Being “at effect” like this leads to a feeling of powerlessness and even of being a victim. It also leads to making excuses for not acting at your best; if how you feel and what happens to you is caused by external forces acting on you, then whatever happens, and even whatever you do, is not your responsibility.

Let’s contrast this with how the world appears when you act in line with Professor Medley’s reframe. He tells us to not to act like someone who is avoiding contracting the virus, but instead as someone who already has the virus and is trying not to pass it onto others.

Rather than focusing on ourselves (preserving our own supposed uninfected state), our attention is now more outside ourselves (preserving the good health of others). This naturally translates into caring more about other people, and makes selfish behaviour less likely.

We’re still keeping out distance from people, but this is now in order to avoid how we might unwittingly act on them by transmitting the virus, rather than on how they might act on us.

So our locus of control is back within ourselves. We have choices about how we act, and we are choosing to act in the best interests of other people as well as ourselves.

What’s more, we are actually doing something about our predicament, something that will make a difference. In the same way that people with a problem usually start to feel better as soon as they have made their first appointment with a therapist, we regain a sense of agency.

The fact that we get an additional feelgood factor because we are choosing to act for the benefit of other people as much as for ourselves is an added bonus.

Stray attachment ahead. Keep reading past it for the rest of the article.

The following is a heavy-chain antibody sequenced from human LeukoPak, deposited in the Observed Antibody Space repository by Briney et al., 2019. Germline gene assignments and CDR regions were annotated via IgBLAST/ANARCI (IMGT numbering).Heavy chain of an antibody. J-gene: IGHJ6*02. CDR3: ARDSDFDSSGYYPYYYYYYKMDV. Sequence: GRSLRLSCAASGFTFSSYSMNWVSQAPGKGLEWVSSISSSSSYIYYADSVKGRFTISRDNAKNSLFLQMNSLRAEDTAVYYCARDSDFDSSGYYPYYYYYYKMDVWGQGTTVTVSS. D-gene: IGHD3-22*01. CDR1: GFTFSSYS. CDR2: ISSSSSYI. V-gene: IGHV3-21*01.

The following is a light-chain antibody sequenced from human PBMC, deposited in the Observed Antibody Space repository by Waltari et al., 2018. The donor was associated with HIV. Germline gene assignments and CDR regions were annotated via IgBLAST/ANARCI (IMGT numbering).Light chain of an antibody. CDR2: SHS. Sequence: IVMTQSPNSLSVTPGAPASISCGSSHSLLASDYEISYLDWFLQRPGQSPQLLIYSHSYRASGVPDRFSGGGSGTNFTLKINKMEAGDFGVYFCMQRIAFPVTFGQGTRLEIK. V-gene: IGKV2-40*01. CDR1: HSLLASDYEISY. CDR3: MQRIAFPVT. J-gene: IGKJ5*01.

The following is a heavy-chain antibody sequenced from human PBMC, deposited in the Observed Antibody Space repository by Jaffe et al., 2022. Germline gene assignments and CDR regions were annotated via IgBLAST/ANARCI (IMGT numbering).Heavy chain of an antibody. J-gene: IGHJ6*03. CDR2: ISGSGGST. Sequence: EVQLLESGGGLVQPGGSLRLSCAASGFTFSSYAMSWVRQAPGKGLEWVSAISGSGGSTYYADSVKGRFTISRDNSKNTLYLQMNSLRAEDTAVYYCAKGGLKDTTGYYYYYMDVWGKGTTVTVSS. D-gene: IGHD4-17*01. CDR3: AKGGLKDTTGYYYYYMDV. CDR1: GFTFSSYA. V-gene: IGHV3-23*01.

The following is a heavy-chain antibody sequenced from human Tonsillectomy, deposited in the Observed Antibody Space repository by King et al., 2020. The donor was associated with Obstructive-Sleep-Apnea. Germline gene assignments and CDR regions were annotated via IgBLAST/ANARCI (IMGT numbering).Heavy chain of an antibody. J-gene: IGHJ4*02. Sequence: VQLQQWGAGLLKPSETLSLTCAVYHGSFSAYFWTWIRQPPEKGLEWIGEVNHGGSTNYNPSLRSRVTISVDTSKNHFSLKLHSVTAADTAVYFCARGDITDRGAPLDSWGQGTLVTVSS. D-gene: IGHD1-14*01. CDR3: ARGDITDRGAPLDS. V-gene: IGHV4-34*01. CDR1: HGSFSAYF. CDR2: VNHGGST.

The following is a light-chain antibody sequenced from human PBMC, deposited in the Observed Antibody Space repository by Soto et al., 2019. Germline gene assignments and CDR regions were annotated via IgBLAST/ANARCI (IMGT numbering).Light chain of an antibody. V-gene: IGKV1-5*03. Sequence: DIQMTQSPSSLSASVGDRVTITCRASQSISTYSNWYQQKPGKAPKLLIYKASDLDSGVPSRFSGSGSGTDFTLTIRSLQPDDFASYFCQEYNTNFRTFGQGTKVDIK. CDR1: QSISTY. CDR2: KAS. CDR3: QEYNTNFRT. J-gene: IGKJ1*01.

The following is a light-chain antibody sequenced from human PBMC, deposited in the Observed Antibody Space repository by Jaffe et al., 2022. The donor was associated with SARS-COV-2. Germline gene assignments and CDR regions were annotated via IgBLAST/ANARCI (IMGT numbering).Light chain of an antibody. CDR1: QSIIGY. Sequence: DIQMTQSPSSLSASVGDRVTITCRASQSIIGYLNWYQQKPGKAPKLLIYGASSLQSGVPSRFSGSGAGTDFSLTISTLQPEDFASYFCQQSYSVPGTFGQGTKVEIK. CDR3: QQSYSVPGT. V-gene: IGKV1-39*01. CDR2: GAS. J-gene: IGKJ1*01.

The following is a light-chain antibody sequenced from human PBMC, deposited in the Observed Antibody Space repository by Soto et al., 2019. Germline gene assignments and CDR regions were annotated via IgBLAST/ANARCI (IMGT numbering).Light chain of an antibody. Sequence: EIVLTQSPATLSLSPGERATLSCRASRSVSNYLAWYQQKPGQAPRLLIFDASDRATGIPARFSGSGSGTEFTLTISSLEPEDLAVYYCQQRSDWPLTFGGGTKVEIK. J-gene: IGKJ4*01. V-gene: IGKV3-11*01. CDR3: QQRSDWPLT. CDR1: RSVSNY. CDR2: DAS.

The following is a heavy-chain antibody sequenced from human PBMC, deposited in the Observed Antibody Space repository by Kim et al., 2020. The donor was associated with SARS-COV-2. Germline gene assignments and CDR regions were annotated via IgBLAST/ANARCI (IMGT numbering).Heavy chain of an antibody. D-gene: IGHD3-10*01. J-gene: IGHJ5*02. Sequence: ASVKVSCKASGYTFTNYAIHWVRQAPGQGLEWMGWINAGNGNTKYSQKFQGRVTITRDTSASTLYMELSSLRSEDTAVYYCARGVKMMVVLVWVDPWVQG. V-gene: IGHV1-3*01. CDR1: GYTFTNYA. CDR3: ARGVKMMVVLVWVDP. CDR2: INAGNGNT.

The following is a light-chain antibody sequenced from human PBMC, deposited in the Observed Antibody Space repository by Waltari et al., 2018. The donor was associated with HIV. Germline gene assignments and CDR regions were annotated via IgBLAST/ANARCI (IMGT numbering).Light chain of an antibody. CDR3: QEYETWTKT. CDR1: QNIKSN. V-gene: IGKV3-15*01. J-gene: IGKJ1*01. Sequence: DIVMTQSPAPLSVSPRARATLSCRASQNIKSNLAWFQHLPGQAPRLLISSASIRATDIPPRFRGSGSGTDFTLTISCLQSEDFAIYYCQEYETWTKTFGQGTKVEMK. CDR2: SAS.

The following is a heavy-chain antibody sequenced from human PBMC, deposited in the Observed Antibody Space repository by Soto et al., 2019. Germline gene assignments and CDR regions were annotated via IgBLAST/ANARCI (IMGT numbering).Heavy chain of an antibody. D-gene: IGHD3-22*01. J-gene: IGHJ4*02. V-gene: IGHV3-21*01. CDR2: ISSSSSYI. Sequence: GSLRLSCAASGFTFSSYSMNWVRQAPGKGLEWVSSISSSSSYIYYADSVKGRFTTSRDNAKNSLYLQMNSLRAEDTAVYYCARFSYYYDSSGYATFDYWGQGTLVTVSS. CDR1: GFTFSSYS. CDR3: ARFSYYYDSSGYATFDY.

We are at the “cause” end of the cause and effect equation, taking responsibility for our actions and how we feel. We are no longer worried about what others might do to us; rather, we feel like we are back in the driving seat, because we have choices we can take.

Note that the desirable results of acting ‘as if’ you were infectious don’t depend on whether you actually are. You might be infected, or you might not – but there isn’t really a downside to assuming and acting as if you are. As ever in NLP, we don’t care if a belief is true, only if it’s useful (this is not the same as choosing to ignore evidence; if your ‘map of the world’ is too far from reality, it will usually lead you astray eventually).

So, I encourage you to take Graham Medley’s advice while the pandemic lasts. It’s also worth remembering that it won’t last forever. So it could be worth asking yourself in what other contexts you could usefully apply the principle of ‘flipping’ a commonly-held attitude, and thinking about what you could do, rather than what could be done to you?

© 2020, Andy Smith. All rights reserved.


  1. Martin

    Makes sense. Thanks for writing it down. I already shared the articel in three communities.

    Btw. some years ago I met friends in Taipei and in Hong Kong… and from my point of view it seems they already use this frame in their everyday life. Even in “virus free” times.

    With kind regards.

  2. Andy Smith